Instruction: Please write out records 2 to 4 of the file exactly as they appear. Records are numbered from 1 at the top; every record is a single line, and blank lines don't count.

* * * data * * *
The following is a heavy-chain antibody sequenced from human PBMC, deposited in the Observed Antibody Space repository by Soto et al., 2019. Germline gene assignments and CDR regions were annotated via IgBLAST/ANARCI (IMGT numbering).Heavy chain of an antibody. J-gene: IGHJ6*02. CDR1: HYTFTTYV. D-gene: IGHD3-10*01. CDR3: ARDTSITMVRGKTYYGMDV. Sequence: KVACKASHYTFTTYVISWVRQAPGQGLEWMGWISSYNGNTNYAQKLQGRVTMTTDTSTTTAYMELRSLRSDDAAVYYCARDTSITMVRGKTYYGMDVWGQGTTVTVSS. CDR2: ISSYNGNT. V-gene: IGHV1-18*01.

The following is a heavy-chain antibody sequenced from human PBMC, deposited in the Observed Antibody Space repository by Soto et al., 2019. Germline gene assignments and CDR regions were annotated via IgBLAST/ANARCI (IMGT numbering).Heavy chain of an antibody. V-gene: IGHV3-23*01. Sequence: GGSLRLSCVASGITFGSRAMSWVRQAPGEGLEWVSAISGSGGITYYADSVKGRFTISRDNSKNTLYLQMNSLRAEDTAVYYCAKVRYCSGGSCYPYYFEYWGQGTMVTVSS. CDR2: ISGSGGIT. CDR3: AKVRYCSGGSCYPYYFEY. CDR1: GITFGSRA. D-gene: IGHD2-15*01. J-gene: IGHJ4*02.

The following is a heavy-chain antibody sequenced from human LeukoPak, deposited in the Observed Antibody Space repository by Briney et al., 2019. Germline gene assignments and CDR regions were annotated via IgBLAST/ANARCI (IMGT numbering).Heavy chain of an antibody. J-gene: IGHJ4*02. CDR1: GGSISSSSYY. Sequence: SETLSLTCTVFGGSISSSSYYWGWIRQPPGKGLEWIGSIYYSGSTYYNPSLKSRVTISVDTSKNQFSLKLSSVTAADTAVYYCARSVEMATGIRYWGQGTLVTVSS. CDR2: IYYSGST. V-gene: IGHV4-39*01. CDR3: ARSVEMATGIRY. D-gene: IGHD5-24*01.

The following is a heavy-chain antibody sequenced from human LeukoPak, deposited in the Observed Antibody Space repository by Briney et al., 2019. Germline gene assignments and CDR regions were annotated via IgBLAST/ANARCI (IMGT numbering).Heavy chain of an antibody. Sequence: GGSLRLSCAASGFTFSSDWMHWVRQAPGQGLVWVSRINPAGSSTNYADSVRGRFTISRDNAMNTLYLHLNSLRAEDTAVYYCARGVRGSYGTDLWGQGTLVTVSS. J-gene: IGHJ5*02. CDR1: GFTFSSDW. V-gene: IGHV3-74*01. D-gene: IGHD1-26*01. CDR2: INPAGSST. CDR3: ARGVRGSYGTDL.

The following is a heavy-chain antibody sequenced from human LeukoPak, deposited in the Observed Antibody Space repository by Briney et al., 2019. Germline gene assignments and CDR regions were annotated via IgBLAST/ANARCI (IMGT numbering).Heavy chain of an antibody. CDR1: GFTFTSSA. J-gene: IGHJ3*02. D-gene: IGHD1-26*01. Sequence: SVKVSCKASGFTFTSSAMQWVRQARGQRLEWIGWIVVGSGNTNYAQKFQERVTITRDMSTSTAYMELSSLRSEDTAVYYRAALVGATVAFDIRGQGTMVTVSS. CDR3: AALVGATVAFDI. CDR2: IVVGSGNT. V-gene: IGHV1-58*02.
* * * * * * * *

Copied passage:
The following is a heavy-chain antibody sequenced from human PBMC, deposited in the Observed Antibody Space repository by Soto et al., 2019. Germline gene assignments and CDR regions were annotated via IgBLAST/ANARCI (IMGT numbering).Heavy chain of an antibody. V-gene: IGHV3-23*01. Sequence: GGSLRLSCVASGITFGSRAMSWVRQAPGEGLEWVSAISGSGGITYYADSVKGRFTISRDNSKNTLYLQMNSLRAEDTAVYYCAKVRYCSGGSCYPYYFEYWGQGTMVTVSS. CDR2: ISGSGGIT. CDR3: AKVRYCSGGSCYPYYFEY. CDR1: GITFGSRA. D-gene: IGHD2-15*01. J-gene: IGHJ4*02.

The following is a heavy-chain antibody sequenced from human LeukoPak, deposited in the Observed Antibody Space repository by Briney et al., 2019. Germline gene assignments and CDR regions were annotated via IgBLAST/ANARCI (IMGT numbering).Heavy chain of an antibody. J-gene: IGHJ4*02. CDR1: GGSISSSSYY. Sequence: SETLSLTCTVFGGSISSSSYYWGWIRQPPGKGLEWIGSIYYSGSTYYNPSLKSRVTISVDTSKNQFSLKLSSVTAADTAVYYCARSVEMATGIRYWGQGTLVTVSS. CDR2: IYYSGST. V-gene: IGHV4-39*01. CDR3: ARSVEMATGIRY. D-gene: IGHD5-24*01.

The following is a heavy-chain antibody sequenced from human LeukoPak, deposited in the Observed Antibody Space repository by Briney et al., 2019. Germline gene assignments and CDR regions were annotated via IgBLAST/ANARCI (IMGT numbering).Heavy chain of an antibody. Sequence: GGSLRLSCAASGFTFSSDWMHWVRQAPGQGLVWVSRINPAGSSTNYADSVRGRFTISRDNAMNTLYLHLNSLRAEDTAVYYCARGVRGSYGTDLWGQGTLVTVSS. J-gene: IGHJ5*02. CDR1: GFTFSSDW. V-gene: IGHV3-74*01. D-gene: IGHD1-26*01. CDR2: INPAGSST. CDR3: ARGVRGSYGTDL.